Paclitaxel in the Treatment of Small-Cell Lung Cancer

Paclitaxel in the Treatment of Small-Cell Lung Cancer

ABSTRACT: New treatment strategies for small-cell lung cancer patients are required, as there have been few developments in the past 20 years. Paclitaxel (Taxol) has been shown to be effective in non–small-cell lung cancer when given in combination with a platinum agent or as single-agent chemotherapy. Early studies of paclitaxel in patients with small-cell lung cancer have also been encouraging. The activity of the paclitaxel/cisplatin (Platinol) combination is at least comparable to standard protocols, and when given in a regimen of paclitaxel at 175 mg/m² plus cisplatin at 75 mg/m²/day, clinical and hematologic toxicity is mild to moderate. Another study undertaken in Marburg, Germany, suggests that paclitaxel plus cisplatin produced significantly superior survival vs a historical control group. The addition of etoposide to the paclitaxel/cisplatin combination has also been tested, but no clear benefit has been shown. Encouraging data from existing small studies form the basis for large trials being planned to establish the optimal regimen incorporating paclitaxel in small-cell lung cancer patients. [ONCOLOGY 13(4):65-71, 1999]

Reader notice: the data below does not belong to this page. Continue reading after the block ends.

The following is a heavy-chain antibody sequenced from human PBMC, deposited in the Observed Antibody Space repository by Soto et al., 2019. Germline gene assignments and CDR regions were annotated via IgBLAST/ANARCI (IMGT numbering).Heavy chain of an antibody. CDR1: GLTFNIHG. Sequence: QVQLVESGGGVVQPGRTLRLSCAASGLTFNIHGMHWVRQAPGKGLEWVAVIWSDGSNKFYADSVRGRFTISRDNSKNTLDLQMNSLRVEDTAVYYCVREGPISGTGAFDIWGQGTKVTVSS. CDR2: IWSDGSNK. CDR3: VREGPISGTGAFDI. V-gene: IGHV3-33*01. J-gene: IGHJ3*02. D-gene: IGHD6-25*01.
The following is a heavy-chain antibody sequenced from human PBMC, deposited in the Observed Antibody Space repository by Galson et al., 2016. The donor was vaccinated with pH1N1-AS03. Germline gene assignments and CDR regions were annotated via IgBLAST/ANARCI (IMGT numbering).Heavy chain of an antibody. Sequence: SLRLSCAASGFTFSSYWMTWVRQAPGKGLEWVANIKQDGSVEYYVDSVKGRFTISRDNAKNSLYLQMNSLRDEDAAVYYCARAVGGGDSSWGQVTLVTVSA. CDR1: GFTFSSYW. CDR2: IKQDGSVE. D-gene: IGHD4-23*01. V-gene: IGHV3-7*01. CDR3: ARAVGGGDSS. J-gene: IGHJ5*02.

Little progress has been made in the treatment of small-cell lung
cancer during the past 2 decades. Patients without distant metastases
currently have a 10% to 15% chance of survival at 5 years, and with
the optimization of chemotherapy protocols and the introduction of
multimodality treatments, prognosis in this subgroup of patients has
been improved in recent years. Nevertheless, the prognosis of
patients with distant metastases remains poor, with a 3-year survival
rate of less than 5% and nearly no chance of cure.

Furthermore, in patients with extensive disease, no improvement of
treatment results has been observed in the past 25 years. Recently,
the Copenhagen Group[1] published an analysis of the prognosis of
patients with extensive disease treated from 1973 to 1981 compared to
the prognosis of patients treated from 1982 to 1992. The median
survival of 508 patients treated in the former studies was 208 days.
These results were not significantly inferior to the median survival
of 215 days for 423 patients treated in the more recent trials. Our
study group at University Hospital in Marburg, Germany has obtained
similar results. From 1981 to 1993, we performed five randomized
trials including 738 patients with metastatic disease. The median
survival of the whole group was 234 days, and the survival curves of
these five consecutive trials were nearly identical.

From the results of these trials, it appears that so-called standard